It was not completely amazing to see that Brad Pitt headed a list of film producers, especially if one also went across the movieplex to see the outstanding civil rights film, “It Happened on Beale Street,” where Pitt is again the lead producer. Pitt apparently is committed to progressive filming.

There are a lot of surreal moments in the film. They’re extremely humorous in a macabre sort of way. Some of the critics have blasted McKay for taking short breaks from serious treatment, but I think he did it the way it had to be done. When listing the crimes of Cheney, we have to laugh to keep from screaming.

–Gene Lantz

I’m on KNON radio’s “Workers Beat” program 89.3 FM in Dallas at 9 AM every Saturday Central time. If you are curious about what I really think, check out my personal web site

Book Review:

Smith, Norma, “Jeannette Rankin. America’s Conscience.” Montana Historical Society Press, Helena, 2002.

jeannette-rankin

According to the intro, Norma Smith wrote this in the 1970s. She died in 2001, before they decided to publish it. She developed the information by research and visiting Rankin several times in the 1970s. It seems suitable to read this book in late 2018, because the mid-term elections put a record 100 women into Congress! But once, there was only Jeannette Rankin.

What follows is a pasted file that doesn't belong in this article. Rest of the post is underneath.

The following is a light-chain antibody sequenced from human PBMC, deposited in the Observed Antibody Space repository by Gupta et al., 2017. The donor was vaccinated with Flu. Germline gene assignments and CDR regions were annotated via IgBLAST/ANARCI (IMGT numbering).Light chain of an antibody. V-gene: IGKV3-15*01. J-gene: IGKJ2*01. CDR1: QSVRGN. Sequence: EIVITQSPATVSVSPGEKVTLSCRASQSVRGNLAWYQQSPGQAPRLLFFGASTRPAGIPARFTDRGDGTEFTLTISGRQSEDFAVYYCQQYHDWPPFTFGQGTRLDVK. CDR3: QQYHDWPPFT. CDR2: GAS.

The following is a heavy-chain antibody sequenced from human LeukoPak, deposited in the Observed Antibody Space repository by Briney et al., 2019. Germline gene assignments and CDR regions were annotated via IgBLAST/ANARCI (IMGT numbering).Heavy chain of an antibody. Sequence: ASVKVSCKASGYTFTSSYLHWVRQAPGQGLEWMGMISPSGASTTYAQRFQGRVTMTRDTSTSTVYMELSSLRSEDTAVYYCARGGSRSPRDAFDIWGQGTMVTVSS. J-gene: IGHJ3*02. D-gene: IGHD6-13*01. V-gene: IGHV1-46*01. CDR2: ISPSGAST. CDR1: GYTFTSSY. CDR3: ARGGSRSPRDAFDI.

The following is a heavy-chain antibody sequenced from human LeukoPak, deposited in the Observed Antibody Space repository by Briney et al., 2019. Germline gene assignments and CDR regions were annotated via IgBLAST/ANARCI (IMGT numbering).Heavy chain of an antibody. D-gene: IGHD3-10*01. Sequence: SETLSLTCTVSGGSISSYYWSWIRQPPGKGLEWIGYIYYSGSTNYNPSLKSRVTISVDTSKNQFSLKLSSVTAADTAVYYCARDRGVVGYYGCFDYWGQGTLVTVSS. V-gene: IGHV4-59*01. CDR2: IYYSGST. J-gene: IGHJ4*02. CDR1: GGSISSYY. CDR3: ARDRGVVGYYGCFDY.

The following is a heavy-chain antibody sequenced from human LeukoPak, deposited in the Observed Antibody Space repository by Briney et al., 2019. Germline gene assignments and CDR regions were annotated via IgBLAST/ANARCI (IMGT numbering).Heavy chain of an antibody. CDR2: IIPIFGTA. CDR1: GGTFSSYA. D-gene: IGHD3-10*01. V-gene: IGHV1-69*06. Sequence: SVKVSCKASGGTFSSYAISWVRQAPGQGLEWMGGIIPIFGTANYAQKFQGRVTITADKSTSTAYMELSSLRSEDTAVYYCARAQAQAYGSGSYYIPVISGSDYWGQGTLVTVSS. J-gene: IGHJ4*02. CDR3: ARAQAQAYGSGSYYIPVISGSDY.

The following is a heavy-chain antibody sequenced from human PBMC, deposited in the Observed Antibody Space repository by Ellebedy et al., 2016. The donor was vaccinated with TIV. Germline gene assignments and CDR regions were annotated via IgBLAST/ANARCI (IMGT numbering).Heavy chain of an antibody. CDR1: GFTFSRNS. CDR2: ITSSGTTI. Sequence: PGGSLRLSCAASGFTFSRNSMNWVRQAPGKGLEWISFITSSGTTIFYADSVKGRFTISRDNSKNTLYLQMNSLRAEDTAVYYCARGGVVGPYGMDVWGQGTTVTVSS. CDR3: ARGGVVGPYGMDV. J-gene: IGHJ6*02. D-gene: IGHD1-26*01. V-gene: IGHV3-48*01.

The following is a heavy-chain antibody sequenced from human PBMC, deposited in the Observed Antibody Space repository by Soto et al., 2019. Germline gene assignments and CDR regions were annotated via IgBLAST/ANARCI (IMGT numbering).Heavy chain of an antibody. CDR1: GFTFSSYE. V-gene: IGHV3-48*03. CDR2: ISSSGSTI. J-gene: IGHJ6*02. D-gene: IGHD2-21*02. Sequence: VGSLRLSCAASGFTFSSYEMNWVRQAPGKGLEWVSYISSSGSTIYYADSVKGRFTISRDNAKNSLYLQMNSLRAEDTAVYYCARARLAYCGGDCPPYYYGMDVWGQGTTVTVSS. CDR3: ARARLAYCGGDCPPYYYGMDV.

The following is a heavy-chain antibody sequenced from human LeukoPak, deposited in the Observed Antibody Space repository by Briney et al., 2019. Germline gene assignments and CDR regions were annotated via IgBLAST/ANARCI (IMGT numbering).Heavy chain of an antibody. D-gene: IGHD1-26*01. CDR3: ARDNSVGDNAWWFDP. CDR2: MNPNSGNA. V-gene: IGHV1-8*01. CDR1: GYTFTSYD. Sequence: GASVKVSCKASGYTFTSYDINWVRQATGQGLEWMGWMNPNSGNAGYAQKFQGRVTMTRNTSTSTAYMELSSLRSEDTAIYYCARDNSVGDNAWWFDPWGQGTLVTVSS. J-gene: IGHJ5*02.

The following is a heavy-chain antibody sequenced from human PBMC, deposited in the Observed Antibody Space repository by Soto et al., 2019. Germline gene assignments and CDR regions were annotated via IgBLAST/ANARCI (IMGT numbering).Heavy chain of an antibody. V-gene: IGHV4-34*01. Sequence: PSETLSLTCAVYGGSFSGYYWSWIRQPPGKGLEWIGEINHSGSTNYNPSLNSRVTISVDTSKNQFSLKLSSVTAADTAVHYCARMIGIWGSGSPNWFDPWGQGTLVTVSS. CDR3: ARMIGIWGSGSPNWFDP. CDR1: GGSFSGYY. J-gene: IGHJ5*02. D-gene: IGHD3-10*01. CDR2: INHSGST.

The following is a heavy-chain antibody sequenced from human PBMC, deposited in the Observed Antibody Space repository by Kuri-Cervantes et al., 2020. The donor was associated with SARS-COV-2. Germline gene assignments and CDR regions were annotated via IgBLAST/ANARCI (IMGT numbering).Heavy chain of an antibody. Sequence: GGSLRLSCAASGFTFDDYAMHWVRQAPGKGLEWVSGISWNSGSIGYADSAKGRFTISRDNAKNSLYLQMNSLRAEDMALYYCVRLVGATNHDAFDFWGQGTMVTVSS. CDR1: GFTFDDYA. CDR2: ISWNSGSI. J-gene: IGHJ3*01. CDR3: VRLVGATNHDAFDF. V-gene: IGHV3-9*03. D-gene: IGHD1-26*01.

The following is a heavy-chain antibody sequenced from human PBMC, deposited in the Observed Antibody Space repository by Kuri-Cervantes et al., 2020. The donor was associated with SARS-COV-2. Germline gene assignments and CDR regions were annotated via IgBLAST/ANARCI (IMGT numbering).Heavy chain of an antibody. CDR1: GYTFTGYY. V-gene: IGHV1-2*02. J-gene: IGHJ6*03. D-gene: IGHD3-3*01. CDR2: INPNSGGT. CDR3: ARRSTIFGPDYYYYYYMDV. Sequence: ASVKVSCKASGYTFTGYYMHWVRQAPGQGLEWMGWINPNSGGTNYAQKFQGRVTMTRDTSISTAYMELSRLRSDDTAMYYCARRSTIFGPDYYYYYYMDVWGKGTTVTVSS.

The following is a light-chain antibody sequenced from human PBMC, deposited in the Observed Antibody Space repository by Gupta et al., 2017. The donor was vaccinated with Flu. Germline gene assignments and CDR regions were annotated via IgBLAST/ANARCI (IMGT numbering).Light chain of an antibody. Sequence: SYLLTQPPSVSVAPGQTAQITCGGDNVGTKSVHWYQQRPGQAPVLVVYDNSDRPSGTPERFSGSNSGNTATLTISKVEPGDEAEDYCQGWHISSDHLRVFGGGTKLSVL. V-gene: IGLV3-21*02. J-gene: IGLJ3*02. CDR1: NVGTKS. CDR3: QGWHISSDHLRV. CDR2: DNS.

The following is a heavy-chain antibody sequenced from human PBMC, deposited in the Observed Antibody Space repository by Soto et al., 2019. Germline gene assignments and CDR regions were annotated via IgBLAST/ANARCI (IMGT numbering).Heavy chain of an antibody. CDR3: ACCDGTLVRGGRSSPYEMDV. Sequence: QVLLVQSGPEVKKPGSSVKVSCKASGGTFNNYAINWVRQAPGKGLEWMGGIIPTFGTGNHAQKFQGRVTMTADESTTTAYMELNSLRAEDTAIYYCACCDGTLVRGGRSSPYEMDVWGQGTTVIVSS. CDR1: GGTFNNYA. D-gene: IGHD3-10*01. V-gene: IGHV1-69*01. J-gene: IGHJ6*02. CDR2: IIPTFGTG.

I was impressed with the historical value of this volume. I know a little bit about some of the historical events involving Rankin, but this work brings it together and contributes valuable information.

I especially like trying to understand the transitional nature of politics during and after World War I. Up to 1916, African Americans and other progressives generally supported the Republican Party because they won the war to end slavery. The Republicans lost some of that vote because of overt racism during the T.R. Roosevelt administration. Major African American leaders such as W.E.B. Dubois switched to the Democrats during the 1916 presidential race partially because President Wilson said he had “kept us out of war.”

Jeannette Rankin ran as a Republican, but she didn’t consult them when she voted. She apparently didn’t consult anybody!

Rankin was a major mover of the suffragette movement. She was a congresswoman twice. She stood up for many social programs benefiting, especially, women and children. She was an important part of the pacifist movement and is the only person to have voted against both WWI and WWII. Each of those votes ended her political career at the time, even though she had been elected both times by anti-war voters. I guess that’s how fast public opinion can change.

I’m not sure what it means, but Rankin was a big disappointment to the feminist movement of the 1960s. I think she opposed the Equal Rights Amendment! By the time she died, women did not esteem her. Anti-war activists certainly did, though, because she lived long enough to add her voice to protests of the American adventure in Vietnam.